The “Ratcheting Up” of Technology

At your academic library is there a feeling, perhaps an underlying pressure, that new technology should be leveraged to a greater extent than it is. While academic librarianship has a good track record with technology experimentation and integration, it feels like we are entering a new phase in which there is a constant acceleration of demands to do more with technology. Whether its “what’s the next big technology we can adopt” thinking taking hold of the organization, a belief that if your library doesn’t have programmers customizing lots of applications you’ll be at a disadvantage, or just an overwhelming sense that you ought to be doing more with blogs, wikis, tagging, podcasts and other Lib 2.0 type activity, are we driven to offer our user community more technology without really knowing if it would even benefit them?

Some of our posts here have explored new developments and ideas from the world of business and industry as a source of models for how academic libraries might operate. We identified some that offer new possibilities for meeting challenges and others that we would probably wish to avoid. But when it comes to giving the user more technology than they can handle, we may want to take a look at what is happening in the cell phone marketplace. A new technology standard known as 3G (for “third-generation”) is allowing cell service providers to offer phones that can provide an increasing variety of portable entertainment (music, video, real-time television, etc.). The phones are generally acknowledged to be both more costly to own and operate and more difficult to use. One industry analyst said that the major barrier to consumer adoption of 3G is that they “still look at these things as phones.” So while there is more widespread use of phones for text messaging and photography, the adoption of these new technologies is slow.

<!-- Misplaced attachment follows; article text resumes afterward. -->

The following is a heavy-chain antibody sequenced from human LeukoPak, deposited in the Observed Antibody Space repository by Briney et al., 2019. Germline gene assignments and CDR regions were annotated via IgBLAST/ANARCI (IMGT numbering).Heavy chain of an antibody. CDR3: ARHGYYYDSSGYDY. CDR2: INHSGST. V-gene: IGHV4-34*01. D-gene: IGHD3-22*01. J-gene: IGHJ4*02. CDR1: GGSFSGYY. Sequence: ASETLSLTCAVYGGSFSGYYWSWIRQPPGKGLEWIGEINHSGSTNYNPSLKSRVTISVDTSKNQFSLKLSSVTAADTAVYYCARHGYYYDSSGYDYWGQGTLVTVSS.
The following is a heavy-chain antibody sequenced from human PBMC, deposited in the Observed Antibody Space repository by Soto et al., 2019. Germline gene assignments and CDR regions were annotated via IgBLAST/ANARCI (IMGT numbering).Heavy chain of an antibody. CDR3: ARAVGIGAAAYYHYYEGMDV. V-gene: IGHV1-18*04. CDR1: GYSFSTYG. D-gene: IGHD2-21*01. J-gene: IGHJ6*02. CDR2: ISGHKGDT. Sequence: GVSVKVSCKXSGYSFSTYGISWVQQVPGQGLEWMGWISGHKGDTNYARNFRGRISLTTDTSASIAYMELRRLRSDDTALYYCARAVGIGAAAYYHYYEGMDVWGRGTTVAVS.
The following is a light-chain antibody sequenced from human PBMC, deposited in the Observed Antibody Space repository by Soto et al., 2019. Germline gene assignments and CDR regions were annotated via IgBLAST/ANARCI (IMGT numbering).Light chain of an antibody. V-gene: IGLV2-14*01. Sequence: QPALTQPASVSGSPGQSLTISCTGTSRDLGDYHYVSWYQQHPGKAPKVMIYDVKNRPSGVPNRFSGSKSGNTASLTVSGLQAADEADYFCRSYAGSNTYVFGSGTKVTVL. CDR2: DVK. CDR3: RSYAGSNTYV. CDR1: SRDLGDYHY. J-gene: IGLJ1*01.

Perhaps there is an important lesson in there for academic libraries. Even though we may feel the need to offer our users an upward spiral of new, cool technologies might it be possible that the end-users’ hesitancy to adopt them is because they still look at us as libraries. What the users may want is just what we’ve always delivered – the books, journals, research help, user education, interlibrary loan, and other traditional services that for them define the academic library. Perhap rather than seeking out new technology bells and whistles what we really need to do is figure out how to apply technology to make existing services better. Interlibrary loan might be a good example. It’s not flashy, but new software allows us to take advantage of existing network technology to simplify the process of making requests and reduce turnaround times for delivery. The tension between identifying/trying/adopting new technologies and building better design into our existing services and resources is sure to increase as the lure of “shiny new toysratchets up.